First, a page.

Teton County Library

Oscar Gittemeier, the most recent former library director, welcomes a patron back to Teton County Library in August, when the library reopened its doors after being closed to in-person service earlier in the COVID-19 pandemic. Gittemeier left the library, and his departure, as well as a string of incidents that followed it, has people up in arms about library management. Some want confirmation he was not removed because of his gender identity.

Years of frustration linked to the Teton County Library bubbled to the surface Monday when the public unleashed complaints alleging mismanagement by the county’s human resources director, as well as the library board and County Commission.

The barrage of criticism came at the beginning of a joint meeting of the Jackson Town Council and Teton County Board of County Commissioners when elected officials allow public comments on items not on their agenda.

In October, most recent Teton County Library director Oscar Gittemeier departed — the reason why has not been made public — after serving just three months.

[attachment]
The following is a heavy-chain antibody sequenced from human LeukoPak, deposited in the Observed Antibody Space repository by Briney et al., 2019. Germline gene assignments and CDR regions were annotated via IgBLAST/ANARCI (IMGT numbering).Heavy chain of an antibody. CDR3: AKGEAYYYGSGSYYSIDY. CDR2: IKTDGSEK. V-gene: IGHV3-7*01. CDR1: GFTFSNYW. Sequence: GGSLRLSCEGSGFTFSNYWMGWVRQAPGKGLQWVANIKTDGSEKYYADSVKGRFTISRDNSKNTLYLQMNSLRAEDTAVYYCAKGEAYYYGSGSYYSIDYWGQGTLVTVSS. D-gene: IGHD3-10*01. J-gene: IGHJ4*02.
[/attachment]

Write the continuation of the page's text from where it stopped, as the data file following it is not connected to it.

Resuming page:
Several commenters questioned whether his departure was a result of his sexuality.

His departure, which some Monday referred to as a "firing," was the marquee moment in a fall of upheaval at the library. It accompanied the Teton County Board of County Commissioners' sudden audit of library finances, spurred in part by a suggestion to look into a county takeover of the library’s budget and, more recently, the board’s decision to remove Dail Barbour, a former commissioner and the only former library staff member on the library board, from her seat.

All three events, coupled with concerns about the library board, which has been implicated in Barbour’s ouster, had commenters up in arms.

Dawn Jenkin, who served as library director for a year before quitting in 2019, said that, as director, she looked into library law in all 50 states and learned that public libraries share the same legal foundation: They “are funded by local governments but are prohibited from being directly managed by them. This ensures a continuum of library service through changes in political regime and funding support.

“Public libraries are guided by these statutes expressly to prevent what is happening in Teton County,” she said.

Read the full story about the complaints in this week's News&Guide, which is available on news stands countywide for $1. You can also read online at JHNewsAndGuide.com.

Contact Billy Arnold at 732-7063 or barnold@jhnewsandguide.com.

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